Funeral Home

GOAL: To develop a sensitivity to the religious, cultural, and social significance of death and funerals in the American society.

OBJECTIVES: Upon completion of this session, the participant should be able to:

  • Identify choices and decisions that the patient and/or surviving family might have to make in preparation for the funeral service.
  • List possible sources for financial assistance available to defray the costs of burial.
  • Explain the benefit of pre-arrangement for the funeral service.
  • Estimate the cost for burial, cremation and related services, including out of state burials.
  • Have an understanding of religious and cultural traditions that impact funeral arrangements.

SESSION NOTE: This is one of our two off-site sessions. Click here for directions to the
Davis Funeral Home.

Why Do We Have Funerals?
For thousands of years, funerals have been a means of expressing our beliefs, thought and feelings about the death of someone we love.

The funeral ceremony:

  • Helps us acknowledge that someone we love has died.
  • Allows us to say goodbye.
  • Helps us to remember the person who died and encourages us to share those memories with others.
  • Provides a social support system for us and other friends and family members.
  • Allows us to search for the meaning of life and death.
  • Offers continuity and hope for the living.

Meaningful funeral ceremonies are rights of passage. They help us move from life before the death to live after the death.

The funeral ritual offers predictability and order when the world around us seems chaotic and beyond our control. It also provides a socially recognized forum for expression of our intense feelings of loss.

The Visitation
Why might we want to receive friends and family before the ceremony?

Sometimes called the "wake", "calling hours" or "viewing", the visitation is a time for friends and family to support one another in their grief.

Often the body is present in an open or unopened casket, allowing mourners to acknowledge the reality of the death and granting them the privilege of saying goodbye.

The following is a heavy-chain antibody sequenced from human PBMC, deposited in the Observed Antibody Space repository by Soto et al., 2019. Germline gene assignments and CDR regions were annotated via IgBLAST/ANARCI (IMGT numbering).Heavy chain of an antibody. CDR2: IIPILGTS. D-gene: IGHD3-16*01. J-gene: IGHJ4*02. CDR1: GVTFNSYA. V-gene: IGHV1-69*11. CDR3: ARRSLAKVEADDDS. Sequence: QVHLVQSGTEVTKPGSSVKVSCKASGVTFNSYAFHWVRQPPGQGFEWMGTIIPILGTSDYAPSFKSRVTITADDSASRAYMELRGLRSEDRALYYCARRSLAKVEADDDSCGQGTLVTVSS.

People are able to visit in small groups and remember the person who died.

Receiving friends through a visitation activates your support system and allows others to express their concern and love for you.

Historically, the wake often lasted for days and was a ritual of honor and preparation for the burial to come.

The word "wake" has the same root meaning as to "wake" from sleep. In this context, the "wake" is an awakening to the reality of the death and a watchful vigil that honors the transition from life to death.

Typical Service Types

  • Traditional Burial: This type of service is when arrangements are made to have a visitation and funeral ceremony, followed by burial at the cemetery.
  • Direct Burial: This service is when arrangements are made to inter the deceased in a cemetery without having any ceremony or visitation.
  • Traditional Cremation: While very similar to traditional burial, the difference is that following the funeral, the deceased is transferred to the crematory instead of the procession going to the cemetery.
  • Direct Cremation: Direct cremation is selected when no ceremony or visitation is desired. It is most often the least expensive option offered.
  • Memorial Service: This is a service without the body present. A visitation, burial or cremation may or may not have preceded the memorial service.
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Additional Links

  • Always Go To The Funeral An Essay by Deirdre Sullivan
  • Look at some unconventional ideas for funerals and memorial rituals with FRIENDS
  • How Did 6 Feet Become the Standard Grave Depth? Article
  • 5 Essential Differences between a Burial and a Cremation Service Article

Recommended Library Resources

  • Video: The Undertaking (DVD)